How COVID-19 has impacted corporate and city sustainability efforts

January 14, 2022, 12:20 AM UTC

Jane Ewing recalled the odd timing of becoming Walmart’s senior vice president of sustainability in March 2020 at the onset of the COVID-19 pandemic.

Back then, executives were just beginning to understand the severity of the coronavirus, so most of her retail giant’s priorities were centered on crucial initiatives like protecting customers and employees and getting personal protective equipment to workers, she explained Thursday during a Fortune Brainstorm Tech online event. 

“So those first few weeks are very intense and nobody was talking about sustainability, and I actually just began in this role so it was kind of a strange time,” Ewing recalled. 

Very quickly, “like literally within weeks,” she says, executives “realized that one of the reasons we’re in this situation with COVID is because we’re not taking good enough care of the planet.”

How COVID-19 upended the world’s supply chain underscored the importance of corporate sustainability, she said. And adding proper sustainability will help the company achieve a “surety of supply of our products,” like “fresh food” during times of crisis.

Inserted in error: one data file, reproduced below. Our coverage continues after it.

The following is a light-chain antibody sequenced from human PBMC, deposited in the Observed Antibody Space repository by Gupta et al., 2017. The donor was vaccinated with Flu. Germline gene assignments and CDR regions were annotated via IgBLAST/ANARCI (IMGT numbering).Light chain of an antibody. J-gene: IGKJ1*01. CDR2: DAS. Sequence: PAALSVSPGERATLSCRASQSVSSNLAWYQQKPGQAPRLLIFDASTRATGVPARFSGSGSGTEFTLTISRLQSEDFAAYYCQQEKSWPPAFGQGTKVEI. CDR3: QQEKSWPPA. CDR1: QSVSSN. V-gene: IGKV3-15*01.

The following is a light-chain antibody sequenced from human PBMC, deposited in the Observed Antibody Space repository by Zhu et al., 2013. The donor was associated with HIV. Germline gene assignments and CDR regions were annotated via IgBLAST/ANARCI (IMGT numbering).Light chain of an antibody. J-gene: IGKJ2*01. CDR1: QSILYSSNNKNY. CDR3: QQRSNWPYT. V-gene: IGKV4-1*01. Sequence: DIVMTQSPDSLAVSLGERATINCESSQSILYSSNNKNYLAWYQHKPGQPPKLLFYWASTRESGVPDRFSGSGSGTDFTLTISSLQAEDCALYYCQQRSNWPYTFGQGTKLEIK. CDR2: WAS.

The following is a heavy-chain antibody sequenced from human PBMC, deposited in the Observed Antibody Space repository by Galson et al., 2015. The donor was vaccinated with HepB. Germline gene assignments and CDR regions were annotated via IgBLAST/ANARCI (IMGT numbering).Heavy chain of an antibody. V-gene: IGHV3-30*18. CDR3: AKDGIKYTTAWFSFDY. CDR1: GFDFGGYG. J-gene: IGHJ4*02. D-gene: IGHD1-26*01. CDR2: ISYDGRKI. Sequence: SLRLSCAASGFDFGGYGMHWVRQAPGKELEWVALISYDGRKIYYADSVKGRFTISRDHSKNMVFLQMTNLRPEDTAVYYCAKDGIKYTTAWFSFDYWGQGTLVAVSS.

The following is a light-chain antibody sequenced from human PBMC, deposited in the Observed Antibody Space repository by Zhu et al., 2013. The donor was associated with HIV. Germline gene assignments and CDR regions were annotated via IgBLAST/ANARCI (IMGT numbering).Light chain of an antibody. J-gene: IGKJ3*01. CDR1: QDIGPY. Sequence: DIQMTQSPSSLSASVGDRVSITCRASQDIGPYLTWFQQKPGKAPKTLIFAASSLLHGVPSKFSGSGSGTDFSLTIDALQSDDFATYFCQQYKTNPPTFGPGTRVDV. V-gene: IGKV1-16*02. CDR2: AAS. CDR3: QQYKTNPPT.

“I think it fundamentally shifted the perception with many of our leaders realizing that this can’t just be a separate thing that we think about from time to time,” Ewing said.

Clarence Anthony, CEO and executive director of the National League of Cities advocacy group, explained that COVID-19 highlighted the many public health, education, and employments gaps that exist for people of color. On a hopeful note, he said that local government officials plan to use funds from the recently-passed American Rescue Plan to address these issues.

“And so I think that as cities have started to build back, recover, rebound, they’re looking at their role so differently,” he said. “And I’m going to use my words to define that common thread, which is to really address the real issues in cities, towns, and villages in a way that we’ve never had an opportunity to do so because each city in the America rescue plan will get the direct dollars to deal with those challenges.”

Ashley Scott, head of global policy for Lime, said that her scooter and transportation company is working with “cities to get citizens and residents to stop looking at the roadway as the primary mechanism of transportation and really start looking at the bike lane and the sidewalk as a way to get from point to point.”

She said that there’s been reports of the COVID-19 pandemic accelerating the adoption of scooters, bicycles, and related methods of “open-air” transportation.

With more people willing to ride bicycles and scooters on city bike lines and sidewalks, there now exists an “ecosystem that actually works together to move people from cars to more sustainable mode,” Scott said.

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